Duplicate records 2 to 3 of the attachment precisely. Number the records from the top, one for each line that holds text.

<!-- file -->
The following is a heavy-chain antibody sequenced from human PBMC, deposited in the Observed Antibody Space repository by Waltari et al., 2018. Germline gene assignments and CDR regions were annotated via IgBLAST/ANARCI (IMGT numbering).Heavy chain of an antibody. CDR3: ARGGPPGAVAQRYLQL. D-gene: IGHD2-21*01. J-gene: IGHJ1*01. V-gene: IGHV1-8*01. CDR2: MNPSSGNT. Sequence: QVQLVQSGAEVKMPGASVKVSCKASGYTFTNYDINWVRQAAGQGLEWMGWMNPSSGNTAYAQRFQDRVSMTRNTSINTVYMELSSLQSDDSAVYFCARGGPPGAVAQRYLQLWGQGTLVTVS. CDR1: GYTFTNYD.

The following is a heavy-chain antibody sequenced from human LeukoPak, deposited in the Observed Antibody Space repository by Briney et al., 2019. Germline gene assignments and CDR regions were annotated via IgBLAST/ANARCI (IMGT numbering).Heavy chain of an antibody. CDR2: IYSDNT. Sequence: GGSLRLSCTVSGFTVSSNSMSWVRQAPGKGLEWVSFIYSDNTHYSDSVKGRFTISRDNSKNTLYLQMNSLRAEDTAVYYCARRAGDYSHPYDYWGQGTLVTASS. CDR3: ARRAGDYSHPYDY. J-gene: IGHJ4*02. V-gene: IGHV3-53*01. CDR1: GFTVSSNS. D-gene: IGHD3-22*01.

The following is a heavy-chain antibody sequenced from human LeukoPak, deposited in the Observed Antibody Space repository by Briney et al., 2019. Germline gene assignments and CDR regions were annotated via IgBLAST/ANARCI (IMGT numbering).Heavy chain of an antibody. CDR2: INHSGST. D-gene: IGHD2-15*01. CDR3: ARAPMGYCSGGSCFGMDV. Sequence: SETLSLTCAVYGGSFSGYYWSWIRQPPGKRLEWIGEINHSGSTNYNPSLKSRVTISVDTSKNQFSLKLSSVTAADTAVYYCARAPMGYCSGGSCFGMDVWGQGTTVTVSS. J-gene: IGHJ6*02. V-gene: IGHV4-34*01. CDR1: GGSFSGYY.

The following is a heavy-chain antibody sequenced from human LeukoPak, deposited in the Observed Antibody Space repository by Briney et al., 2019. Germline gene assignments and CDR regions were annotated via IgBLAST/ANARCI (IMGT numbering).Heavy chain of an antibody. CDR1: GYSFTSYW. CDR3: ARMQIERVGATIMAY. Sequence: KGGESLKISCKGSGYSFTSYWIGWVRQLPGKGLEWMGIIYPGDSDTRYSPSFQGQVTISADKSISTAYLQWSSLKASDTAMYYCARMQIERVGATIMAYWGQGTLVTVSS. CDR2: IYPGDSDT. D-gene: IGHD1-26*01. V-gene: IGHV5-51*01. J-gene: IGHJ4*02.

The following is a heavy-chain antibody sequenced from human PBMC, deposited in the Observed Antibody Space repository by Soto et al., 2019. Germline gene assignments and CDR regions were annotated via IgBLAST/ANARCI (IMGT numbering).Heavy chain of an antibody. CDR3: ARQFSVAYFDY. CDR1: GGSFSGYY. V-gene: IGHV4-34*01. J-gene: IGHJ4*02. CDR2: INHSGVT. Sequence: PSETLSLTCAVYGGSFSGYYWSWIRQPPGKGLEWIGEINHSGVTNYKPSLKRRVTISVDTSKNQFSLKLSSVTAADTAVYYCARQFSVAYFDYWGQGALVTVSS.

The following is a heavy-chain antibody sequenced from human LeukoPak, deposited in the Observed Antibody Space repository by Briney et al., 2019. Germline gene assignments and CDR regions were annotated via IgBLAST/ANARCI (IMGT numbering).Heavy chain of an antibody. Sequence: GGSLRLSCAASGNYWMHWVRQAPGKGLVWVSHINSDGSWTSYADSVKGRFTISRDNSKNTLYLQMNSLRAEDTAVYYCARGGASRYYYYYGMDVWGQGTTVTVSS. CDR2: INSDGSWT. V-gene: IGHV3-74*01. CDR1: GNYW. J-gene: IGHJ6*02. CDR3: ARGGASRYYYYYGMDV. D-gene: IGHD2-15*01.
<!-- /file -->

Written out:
The following is a heavy-chain antibody sequenced from human LeukoPak, deposited in the Observed Antibody Space repository by Briney et al., 2019. Germline gene assignments and CDR regions were annotated via IgBLAST/ANARCI (IMGT numbering).Heavy chain of an antibody. CDR2: IYSDNT. Sequence: GGSLRLSCTVSGFTVSSNSMSWVRQAPGKGLEWVSFIYSDNTHYSDSVKGRFTISRDNSKNTLYLQMNSLRAEDTAVYYCARRAGDYSHPYDYWGQGTLVTASS. CDR3: ARRAGDYSHPYDY. J-gene: IGHJ4*02. V-gene: IGHV3-53*01. CDR1: GFTVSSNS. D-gene: IGHD3-22*01.

The following is a heavy-chain antibody sequenced from human LeukoPak, deposited in the Observed Antibody Space repository by Briney et al., 2019. Germline gene assignments and CDR regions were annotated via IgBLAST/ANARCI (IMGT numbering).Heavy chain of an antibody. CDR2: INHSGST. D-gene: IGHD2-15*01. CDR3: ARAPMGYCSGGSCFGMDV. Sequence: SETLSLTCAVYGGSFSGYYWSWIRQPPGKRLEWIGEINHSGSTNYNPSLKSRVTISVDTSKNQFSLKLSSVTAADTAVYYCARAPMGYCSGGSCFGMDVWGQGTTVTVSS. J-gene: IGHJ6*02. V-gene: IGHV4-34*01. CDR1: GGSFSGYY.